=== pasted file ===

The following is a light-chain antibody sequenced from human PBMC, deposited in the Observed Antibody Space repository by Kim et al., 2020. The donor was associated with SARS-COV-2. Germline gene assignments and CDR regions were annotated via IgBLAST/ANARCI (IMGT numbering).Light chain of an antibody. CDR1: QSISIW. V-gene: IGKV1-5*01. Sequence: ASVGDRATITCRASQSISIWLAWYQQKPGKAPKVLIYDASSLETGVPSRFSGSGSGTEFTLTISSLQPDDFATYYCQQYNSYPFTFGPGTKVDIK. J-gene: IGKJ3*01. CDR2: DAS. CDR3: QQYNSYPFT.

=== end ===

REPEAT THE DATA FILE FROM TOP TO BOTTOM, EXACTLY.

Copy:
The following is a light-chain antibody sequenced from human PBMC, deposited in the Observed Antibody Space repository by Kim et al., 2020. The donor was associated with SARS-COV-2. Germline gene assignments and CDR regions were annotated via IgBLAST/ANARCI (IMGT numbering).Light chain of an antibody. CDR1: QSISIW. V-gene: IGKV1-5*01. Sequence: ASVGDRATITCRASQSISIWLAWYQQKPGKAPKVLIYDASSLETGVPSRFSGSGSGTEFTLTISSLQPDDFATYYCQQYNSYPFTFGPGTKVDIK. J-gene: IGKJ3*01. CDR2: DAS. CDR3: QQYNSYPFT.